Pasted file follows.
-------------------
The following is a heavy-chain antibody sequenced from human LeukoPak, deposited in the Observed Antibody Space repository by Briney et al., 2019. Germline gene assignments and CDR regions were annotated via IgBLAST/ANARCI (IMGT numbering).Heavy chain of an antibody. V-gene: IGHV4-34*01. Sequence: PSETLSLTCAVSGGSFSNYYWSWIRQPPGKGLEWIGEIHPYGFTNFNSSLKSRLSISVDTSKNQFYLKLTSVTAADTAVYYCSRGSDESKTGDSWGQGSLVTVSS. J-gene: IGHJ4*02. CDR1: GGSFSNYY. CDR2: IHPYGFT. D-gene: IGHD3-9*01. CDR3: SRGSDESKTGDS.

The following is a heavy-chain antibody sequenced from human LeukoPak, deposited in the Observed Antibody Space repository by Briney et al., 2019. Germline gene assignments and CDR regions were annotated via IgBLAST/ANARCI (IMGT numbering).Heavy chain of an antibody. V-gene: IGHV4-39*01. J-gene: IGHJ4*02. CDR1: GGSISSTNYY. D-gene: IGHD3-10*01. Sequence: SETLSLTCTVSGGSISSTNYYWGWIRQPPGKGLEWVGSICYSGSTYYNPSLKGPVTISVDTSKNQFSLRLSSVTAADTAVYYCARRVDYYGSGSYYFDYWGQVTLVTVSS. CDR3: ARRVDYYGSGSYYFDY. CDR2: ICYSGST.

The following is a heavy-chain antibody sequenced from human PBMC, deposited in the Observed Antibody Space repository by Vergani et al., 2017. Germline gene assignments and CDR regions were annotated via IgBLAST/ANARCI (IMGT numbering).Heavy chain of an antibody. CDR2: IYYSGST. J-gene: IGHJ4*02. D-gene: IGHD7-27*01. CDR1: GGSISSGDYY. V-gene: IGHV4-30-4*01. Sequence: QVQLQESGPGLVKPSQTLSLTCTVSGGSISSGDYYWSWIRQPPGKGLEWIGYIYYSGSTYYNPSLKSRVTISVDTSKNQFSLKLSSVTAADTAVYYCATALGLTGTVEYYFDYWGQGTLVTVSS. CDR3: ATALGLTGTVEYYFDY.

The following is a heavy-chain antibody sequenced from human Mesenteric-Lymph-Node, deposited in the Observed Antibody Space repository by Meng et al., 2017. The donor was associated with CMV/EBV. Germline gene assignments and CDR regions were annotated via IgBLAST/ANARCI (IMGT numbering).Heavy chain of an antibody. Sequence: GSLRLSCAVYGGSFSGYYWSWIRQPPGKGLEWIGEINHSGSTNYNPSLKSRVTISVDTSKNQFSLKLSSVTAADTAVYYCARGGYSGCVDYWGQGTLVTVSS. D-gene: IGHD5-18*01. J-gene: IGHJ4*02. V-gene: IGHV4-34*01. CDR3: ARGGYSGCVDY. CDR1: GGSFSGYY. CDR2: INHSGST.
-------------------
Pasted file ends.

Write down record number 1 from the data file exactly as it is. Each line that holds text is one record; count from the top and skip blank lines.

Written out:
The following is a heavy-chain antibody sequenced from human LeukoPak, deposited in the Observed Antibody Space repository by Briney et al., 2019. Germline gene assignments and CDR regions were annotated via IgBLAST/ANARCI (IMGT numbering).Heavy chain of an antibody. V-gene: IGHV4-34*01. Sequence: PSETLSLTCAVSGGSFSNYYWSWIRQPPGKGLEWIGEIHPYGFTNFNSSLKSRLSISVDTSKNQFYLKLTSVTAADTAVYYCSRGSDESKTGDSWGQGSLVTVSS. J-gene: IGHJ4*02. CDR1: GGSFSNYY. CDR2: IHPYGFT. D-gene: IGHD3-9*01. CDR3: SRGSDESKTGDS.